Delirious Facade

Delirious Facade

Delirious Facade

Delirious Facade is a design research project that uses image processing artificial intelligence as a generator for architectural form and ornament. The project catalogues various types of facades that exist in Toronto and uses these visual signatures or patterns as the material for the generation of hybrid facades using Google’s Deep Dream software. Our use of the software achieves hybrid facades by asking the computer to see one facade in the image of another. For example we might ask it to look for arched windows in the smooth reflective curtain wall of an office building, or to see the strong horizontal lines of 60s housing in the facade of a 2 story house. The process can be understood as the architectural equivalent of the popular “Face Swap” smart phone application, although more sophisticated in practice.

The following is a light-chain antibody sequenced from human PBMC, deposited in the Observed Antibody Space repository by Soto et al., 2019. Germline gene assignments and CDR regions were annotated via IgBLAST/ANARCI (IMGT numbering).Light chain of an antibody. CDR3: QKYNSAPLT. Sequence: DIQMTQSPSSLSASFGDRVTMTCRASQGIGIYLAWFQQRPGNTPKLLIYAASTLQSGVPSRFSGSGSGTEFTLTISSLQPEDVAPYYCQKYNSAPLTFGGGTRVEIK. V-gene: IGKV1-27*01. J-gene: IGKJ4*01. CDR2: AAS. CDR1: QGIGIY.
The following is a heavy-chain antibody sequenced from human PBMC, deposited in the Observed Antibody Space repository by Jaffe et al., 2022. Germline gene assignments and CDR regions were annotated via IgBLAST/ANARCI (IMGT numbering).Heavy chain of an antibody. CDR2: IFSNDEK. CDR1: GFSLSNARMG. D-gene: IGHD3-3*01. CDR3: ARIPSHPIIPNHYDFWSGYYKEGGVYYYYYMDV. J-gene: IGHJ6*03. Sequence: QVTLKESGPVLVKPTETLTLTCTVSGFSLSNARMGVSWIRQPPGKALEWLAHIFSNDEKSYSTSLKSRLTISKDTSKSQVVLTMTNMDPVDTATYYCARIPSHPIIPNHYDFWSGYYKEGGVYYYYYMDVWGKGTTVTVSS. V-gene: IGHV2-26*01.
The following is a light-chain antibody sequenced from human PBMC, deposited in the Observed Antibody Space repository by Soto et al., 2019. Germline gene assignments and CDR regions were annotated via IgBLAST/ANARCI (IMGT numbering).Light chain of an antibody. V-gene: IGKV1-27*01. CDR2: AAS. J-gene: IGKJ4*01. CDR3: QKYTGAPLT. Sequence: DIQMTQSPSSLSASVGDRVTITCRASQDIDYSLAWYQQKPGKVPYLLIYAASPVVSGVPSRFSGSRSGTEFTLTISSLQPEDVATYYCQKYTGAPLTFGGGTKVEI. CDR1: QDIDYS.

The resulting facade proposals are inherently contextual, and relate to historical precedent but do so in ways that are not tied down to dominant formal narratives. These are not modernist facades but they are equally at odds with postmodernism. If anything they are altermodern, they are made in the heterochrony of the present. They are formed “in medias res”, (in the middle of things) and embody the present moment in all its delirium.

StatusIn Progress








Vivian Lee, James Macgillivray, Ella den Elzen, Miriam Wierzchoslawska

  • Research

Combining the Toronto Royal Bank Plaza (1976

with the Christie
biscuit factory (1874) text speaker: Vivian Lee)

Vivian Lee

Combining a 1970s circular residential building with a 1906 brick hotel text

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